The mountain can win in summer too

BeartoothBaron

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https://www.ktvq.com/news/local-news/body-of-missing-red-lodge-hiker-tatum-morell-found
Not a snowmobiler or sledding family (that I know of), but I've been following this story closely ever since news broke of a missing lone hiker/climber. This is an area I'm pretty familiar with: I've camped just over a mile away. When SAR was activated, it was already four days after last contact. By that time, the number of likely scenarios where she could still be alive were precious few. The area she planned to be in was relatively small, and so it was able to be pretty thoroughly covered. Other than her camp site, nothing was found for over a month. Ultimately, her remains were discovered when some hikers found a piece of hiking gear and investigated; she'd been buried in a rock slide, which explains why the intensive search failed to find her.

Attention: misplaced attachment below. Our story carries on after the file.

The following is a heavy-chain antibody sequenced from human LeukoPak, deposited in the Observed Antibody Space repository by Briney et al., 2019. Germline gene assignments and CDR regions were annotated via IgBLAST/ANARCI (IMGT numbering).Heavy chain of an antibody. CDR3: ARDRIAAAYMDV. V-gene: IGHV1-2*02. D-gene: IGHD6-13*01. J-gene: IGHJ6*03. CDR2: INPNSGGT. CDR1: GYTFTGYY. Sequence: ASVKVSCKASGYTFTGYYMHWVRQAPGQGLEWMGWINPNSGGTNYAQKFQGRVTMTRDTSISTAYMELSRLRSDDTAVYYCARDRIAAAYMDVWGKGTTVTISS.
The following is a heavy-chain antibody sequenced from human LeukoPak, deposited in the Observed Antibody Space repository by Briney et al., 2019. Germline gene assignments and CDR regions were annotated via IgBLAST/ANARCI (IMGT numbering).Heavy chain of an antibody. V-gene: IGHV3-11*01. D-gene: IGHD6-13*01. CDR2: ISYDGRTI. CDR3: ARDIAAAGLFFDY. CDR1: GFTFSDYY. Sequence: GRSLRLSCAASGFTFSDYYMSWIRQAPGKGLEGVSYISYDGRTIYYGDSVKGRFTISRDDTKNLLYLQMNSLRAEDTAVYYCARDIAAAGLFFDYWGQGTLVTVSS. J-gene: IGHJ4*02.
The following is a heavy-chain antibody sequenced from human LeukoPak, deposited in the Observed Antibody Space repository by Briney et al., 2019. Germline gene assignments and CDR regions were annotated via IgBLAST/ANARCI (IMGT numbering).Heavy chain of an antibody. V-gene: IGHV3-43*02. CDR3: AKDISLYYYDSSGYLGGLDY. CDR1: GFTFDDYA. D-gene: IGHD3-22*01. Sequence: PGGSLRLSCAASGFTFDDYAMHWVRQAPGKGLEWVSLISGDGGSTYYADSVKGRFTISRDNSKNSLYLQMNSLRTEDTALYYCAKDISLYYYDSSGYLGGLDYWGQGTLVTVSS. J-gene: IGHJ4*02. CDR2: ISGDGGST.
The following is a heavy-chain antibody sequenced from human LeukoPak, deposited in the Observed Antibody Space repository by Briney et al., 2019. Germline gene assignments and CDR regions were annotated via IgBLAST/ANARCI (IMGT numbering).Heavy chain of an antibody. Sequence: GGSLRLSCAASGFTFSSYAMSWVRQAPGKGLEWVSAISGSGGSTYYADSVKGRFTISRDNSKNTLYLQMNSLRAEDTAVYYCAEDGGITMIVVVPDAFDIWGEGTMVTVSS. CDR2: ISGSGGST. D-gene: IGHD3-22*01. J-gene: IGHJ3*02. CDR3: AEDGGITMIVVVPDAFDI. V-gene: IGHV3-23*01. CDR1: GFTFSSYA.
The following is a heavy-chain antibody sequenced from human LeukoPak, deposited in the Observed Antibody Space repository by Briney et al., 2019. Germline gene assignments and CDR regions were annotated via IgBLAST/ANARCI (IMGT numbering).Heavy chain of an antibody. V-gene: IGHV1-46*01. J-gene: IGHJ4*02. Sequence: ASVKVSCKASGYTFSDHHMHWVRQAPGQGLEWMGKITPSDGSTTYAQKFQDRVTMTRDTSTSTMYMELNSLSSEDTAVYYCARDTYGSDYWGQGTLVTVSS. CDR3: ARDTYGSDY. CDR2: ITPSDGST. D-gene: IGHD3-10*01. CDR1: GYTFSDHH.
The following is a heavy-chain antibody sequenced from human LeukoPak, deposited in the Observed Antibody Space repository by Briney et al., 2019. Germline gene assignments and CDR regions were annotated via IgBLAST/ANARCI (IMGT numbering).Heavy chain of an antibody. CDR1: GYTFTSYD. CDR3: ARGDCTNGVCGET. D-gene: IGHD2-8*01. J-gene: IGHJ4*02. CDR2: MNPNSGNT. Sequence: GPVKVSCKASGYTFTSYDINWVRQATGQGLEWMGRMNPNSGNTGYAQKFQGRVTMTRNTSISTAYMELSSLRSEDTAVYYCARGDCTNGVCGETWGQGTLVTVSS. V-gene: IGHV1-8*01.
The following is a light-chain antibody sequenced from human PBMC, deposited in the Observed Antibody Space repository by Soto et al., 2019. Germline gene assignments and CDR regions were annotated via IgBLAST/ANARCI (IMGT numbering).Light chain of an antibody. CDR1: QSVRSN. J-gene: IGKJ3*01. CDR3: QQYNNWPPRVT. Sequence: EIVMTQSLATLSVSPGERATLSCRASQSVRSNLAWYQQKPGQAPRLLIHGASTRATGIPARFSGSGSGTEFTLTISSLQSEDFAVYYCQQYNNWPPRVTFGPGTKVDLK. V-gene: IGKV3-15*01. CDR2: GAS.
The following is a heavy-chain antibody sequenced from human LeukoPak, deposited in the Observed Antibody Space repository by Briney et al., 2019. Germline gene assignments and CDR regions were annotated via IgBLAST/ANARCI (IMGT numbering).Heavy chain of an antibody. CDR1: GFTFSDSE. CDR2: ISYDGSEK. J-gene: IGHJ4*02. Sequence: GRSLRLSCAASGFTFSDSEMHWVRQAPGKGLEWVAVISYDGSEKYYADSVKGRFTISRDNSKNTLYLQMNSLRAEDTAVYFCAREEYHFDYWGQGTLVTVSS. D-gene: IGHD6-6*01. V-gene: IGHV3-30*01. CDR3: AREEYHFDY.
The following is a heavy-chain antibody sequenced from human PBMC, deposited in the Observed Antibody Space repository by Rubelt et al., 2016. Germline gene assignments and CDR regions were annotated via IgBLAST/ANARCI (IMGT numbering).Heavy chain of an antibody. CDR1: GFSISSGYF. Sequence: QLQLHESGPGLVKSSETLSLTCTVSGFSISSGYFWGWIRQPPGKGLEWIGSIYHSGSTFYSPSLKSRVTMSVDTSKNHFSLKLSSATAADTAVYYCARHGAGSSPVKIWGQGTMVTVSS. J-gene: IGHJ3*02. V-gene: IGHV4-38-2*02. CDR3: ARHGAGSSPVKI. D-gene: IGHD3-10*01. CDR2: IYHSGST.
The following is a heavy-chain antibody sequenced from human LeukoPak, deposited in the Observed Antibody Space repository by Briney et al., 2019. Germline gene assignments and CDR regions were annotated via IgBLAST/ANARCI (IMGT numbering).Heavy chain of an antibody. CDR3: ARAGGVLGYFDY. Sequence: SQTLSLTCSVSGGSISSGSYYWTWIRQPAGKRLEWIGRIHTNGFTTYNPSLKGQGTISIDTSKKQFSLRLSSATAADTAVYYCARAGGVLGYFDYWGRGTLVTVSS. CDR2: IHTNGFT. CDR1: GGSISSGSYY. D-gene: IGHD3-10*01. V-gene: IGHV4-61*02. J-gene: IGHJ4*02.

As with sledders, many back-country hikers and climbers will never go alone. A simple hiking or camping expedition isn't necessarily that risky, but mountain climbing such as this definitely is. Still, some people enjoy the solo experience, perhaps moreso with mountaineers. I made a similar–though not nearly as ambitious–solo trip with a fairly straightforward summit of Silver Run Peak last summer, but even at the time I remember thinking how easily it could turn into a serious survival situation by slipping and breaking a leg or such, miles away from any help. I wouldn't say I'll never do something like that again, but I won't be attempting any challenging summits solo. I also won't sit here and say that people should never go solo, only that they should understand the risks and work within their known abilities. She was experienced, by all accounts, and carrying a satellite communicator. Just as someone caught in an avalanche though, that made no difference in this case. Devices like an Inreach or SPOT are great tools, but I wonder how often they lead to "I've got an [Inreach, air bag, etc.], I don't need to worry" thinking. She was young, and a combination of technical expertise and "I've got a life-line" thinking might have resulted in her pushing too far. On the other hand, I've heard of very few injuries or deaths from rock slides in this area; she may have simply managed to trigger something in an area that seemed safe.